Uber has admitted that it may either have to come to a licensing agreement with Waymo or make design changes to its autonomous vehicle technology, following an independent investigation into its self-driving tech, Reuters reports. The disclosure came in Uber’s 10-Q filing earlier this week.
The investigation is the result of a settlement Uber reached with Waymo back in February 2018 after the Alphabet-owned company sued Uber over alleged theft of its intellectual property. As part of the settlement, both companies agreed to employ an independent software expert to ensure that Uber’s autonomous vehicle technology had not misappropriated Waymo’s intellectual property. Now, the results of that expert analysis are in, and Uber is warning that it might not be good news for the company.
“The independent software expert recently made adverse findings as to certain functions in our autonomous vehicle software.” Uber wrote in its 10-Q filing. “These findings, which are final, will likely result in a license fee or in design changes that could require substantial time and resources to implement, and could limit or delay our production of autonomous vehicle technologies.”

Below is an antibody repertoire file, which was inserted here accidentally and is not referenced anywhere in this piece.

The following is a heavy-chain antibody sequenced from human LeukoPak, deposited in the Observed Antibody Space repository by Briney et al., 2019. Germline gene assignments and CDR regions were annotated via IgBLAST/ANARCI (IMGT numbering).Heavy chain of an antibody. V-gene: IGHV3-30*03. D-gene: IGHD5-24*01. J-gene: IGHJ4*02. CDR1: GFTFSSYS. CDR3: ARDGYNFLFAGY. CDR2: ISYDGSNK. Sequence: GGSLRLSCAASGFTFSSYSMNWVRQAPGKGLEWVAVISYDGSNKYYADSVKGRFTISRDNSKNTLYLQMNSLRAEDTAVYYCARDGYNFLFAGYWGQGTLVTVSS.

Uber’s statement comes just a few short months after Anthony Levandowski, the ex-Google engineer accused of stealing trade secrets and taking them to Uber, was charged by federal prosecutors with theft and attempted theft of trade secrets. Levandowski is alleged to have stolen 14,000 documents from Google containing information about its self-driving car program.
In response to the expert’s report, Waymo told Reuters that the findings “further confirm Waymo’s allegations that Uber misappropriated our software intellectual property. We will continue to take the necessary steps to ensure our confidential information is not being used by Uber.” Uber declined to comment to Reuters on the report.
Uber’s self-driving car program has caused numerous problems for the company. In March 2018, one of its self-driving vehicles struck and killed a pedestrian, causing the company to temporarily suspend its autonomous vehicle program. Documents released earlier this week suggest that the company’s cars were not programmed to react to people jaywalking, and its cars were involved in three dozen crashes prior to the one that caused the fatality.